"Boy, are you mad," asked Marcus, "to think that I, who have fought in three wars, can fear a beardless youth, however fierce? Why, if I feared you I have but to blow upon this whistle and my guards would hale you hence to a felon's death. For your own sake it is that I pray you to consider. Setting aside my rank and yours, I will fight you if you will, and now. Yet think. If I kill you there is an end, and if by chance you should kill me, you will be hunted down as a double murderer. As it is, I forgive you, because I know how bitter is the jealousy of youth, and because you struck no assassin's blow when you might have done so safely. Therefore, I say, go in peace, knowing that I shall not break my word."
"Cease talking," said Caleb, "and come out into the moonlight."
"I am glad that is your wish," replied Marcus. "Having done all I can to save you, I will add that I think you a dangerous cub, of whom the world, the lady Miriam and I alike will be well rid. Now, what weapon have you? A short sword and no mail? Well, so have I. In this we are well matched. Stay, I have a steel-lined cap, and you have none. There it goes, to make our chances equal. Wind your cloak about your left arm as I do. I have known worse shields. Good foothold, but an uncertain light. Now, go!"
Caleb needed no encouragement. For one second they stood facing each other, very types of the Eastern and Western world; the Roman--sturdy, honest-eyed, watchful and fearless, his head thrown back, his feet apart, his shield arm forward, his sword hand pressed to his side from which the steel projected. Over against him was the Jew, crouched like a tiger about to spring, his eyes half closed as though to concentrate the light, his face working with rage, and every muscle quivering till his whole flesh seemed to move upon his bones, like to that of a snake. Suddenly, uttering a low cry, he sprang, and with that savage onslaught the fight began and ended.
Marcus was ready; moreover, he knew what he would do. As the man came, stepping swiftly to one side, he caught the thrust of Caleb's sword in the folded cloak, and since he did not wish to kill him, struck at his hand. The blow fell upon Caleb's first finger and severed it, cutting the others also, so that it dropped to the ground with the sword that they had held. Marcus put his foot upon the blade, and wheeled round.
"Young man," he said sternly, "you have learnt your lesson and will bear the mark of it till your death day. Now begone."
The wretched Caleb ground his teeth. "It was to the death!" he said, "it was to the death! You have conquered, kill me," and with his bloody hand he tore open his robe to make a path for the sword.
"Leave such talk to play-actors," answered Marcus. "Begone, and be sure of this--that if ever you try to bring treachery on me, or trouble on the lady Miriam, I will kill you sure enough."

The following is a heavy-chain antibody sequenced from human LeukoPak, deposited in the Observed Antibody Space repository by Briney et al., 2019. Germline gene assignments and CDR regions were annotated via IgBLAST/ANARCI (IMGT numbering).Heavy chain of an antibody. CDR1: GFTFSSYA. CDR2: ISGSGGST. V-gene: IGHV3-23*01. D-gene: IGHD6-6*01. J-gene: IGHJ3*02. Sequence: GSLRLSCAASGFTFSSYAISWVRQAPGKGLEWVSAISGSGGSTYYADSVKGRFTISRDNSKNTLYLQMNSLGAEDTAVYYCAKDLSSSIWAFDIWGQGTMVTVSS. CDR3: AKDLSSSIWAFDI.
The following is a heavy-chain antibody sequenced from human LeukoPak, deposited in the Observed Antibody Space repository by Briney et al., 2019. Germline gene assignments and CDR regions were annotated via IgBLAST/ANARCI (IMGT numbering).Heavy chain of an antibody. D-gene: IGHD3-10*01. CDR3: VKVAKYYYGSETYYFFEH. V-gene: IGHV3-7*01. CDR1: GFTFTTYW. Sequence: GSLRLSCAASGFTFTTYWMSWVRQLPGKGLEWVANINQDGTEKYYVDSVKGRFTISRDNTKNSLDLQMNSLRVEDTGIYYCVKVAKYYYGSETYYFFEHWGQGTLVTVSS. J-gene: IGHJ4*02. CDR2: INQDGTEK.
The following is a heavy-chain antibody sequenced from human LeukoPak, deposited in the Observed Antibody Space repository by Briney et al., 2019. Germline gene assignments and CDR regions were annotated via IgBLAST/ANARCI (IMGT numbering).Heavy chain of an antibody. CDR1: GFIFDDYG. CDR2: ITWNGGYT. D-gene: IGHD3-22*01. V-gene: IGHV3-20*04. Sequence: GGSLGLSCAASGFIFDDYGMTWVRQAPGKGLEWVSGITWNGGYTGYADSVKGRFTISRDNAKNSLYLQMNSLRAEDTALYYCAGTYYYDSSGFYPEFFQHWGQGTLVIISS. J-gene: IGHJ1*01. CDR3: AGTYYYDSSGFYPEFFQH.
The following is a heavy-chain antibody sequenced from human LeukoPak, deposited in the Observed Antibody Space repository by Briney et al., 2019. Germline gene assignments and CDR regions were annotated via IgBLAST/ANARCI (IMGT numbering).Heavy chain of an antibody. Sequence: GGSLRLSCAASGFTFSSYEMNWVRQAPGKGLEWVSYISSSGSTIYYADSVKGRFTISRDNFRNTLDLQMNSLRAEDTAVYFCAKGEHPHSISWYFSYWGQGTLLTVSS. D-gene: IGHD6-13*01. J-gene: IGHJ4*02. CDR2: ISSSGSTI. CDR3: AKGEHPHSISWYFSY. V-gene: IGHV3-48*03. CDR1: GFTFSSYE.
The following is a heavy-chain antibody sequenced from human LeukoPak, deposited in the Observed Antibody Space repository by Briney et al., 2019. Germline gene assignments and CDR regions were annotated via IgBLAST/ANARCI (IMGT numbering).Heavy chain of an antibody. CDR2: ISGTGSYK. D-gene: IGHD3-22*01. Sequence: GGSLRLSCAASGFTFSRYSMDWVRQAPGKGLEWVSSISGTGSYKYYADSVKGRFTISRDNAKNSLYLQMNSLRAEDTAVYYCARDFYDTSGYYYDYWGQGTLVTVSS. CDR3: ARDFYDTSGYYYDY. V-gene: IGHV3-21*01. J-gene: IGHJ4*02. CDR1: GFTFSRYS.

Then with a sound that was half curse and half sob, Caleb turned and slunk away. With a shrug of the shoulder Marcus also turned to go, when he felt a shadow fall upon him, and swung round, to find Nehushta at his side.
"And pray where did you come from, my Libyan friend?" he asked.
"Out of that pomegranate fence, my Roman lord, whence I have seen and heard all that passed."
"Indeed. Then I hope that you give me credit for good sword-play and good temper."
"The sword-play was well enough, though nothing to boast of with such a madman for a foe. As for the temper, it was that of a fool."
"Such," soliloquised Marcus, "is the reward of virtue. But I am curious. Why?"
"Because, my lord Marcus, this Caleb will grow into the most dangerous man in JudŠa, and to none more dangerous than to my lady Miriam and yourself. You should have killed him while you had the chance, before his turn comes to kill you."
"Perhaps," answered Marcus with a yawn; "but, friend Nehushta, I have been associating with a Christian and have caught something of her doctrines. That seems a fine sword. You had better keep it. Good- night."
THE JUSTICE OF FLORUS
On the following morning, when the roll of the neophytes of the Essenes was called, Caleb did not appear. Nor did he answer to his name on the next day, or indeed ever again. None knew what had become of him until a while after a letter was received addressed to the Curators of the Court, in which he announced that, finding he had no vocation for an Essenic career, he had taken refuge with friends of his late father, in some place not stated. There, so far as the Essenes were concerned, the matter ended. Indeed, as the peasant who was concealed in the gully when the Jew was murdered had talked of what he had witnessed, even the most simple-minded of the Essenes could suggest a reason for this sudden departure. Nor did they altogether regret it, inasmuch as in many ways Caleb had proved himself but an unsatisfactory disciple, and already they were discussing the expediency of rejecting him from the fellowship of their peaceful order. Had they known that when he vanished he left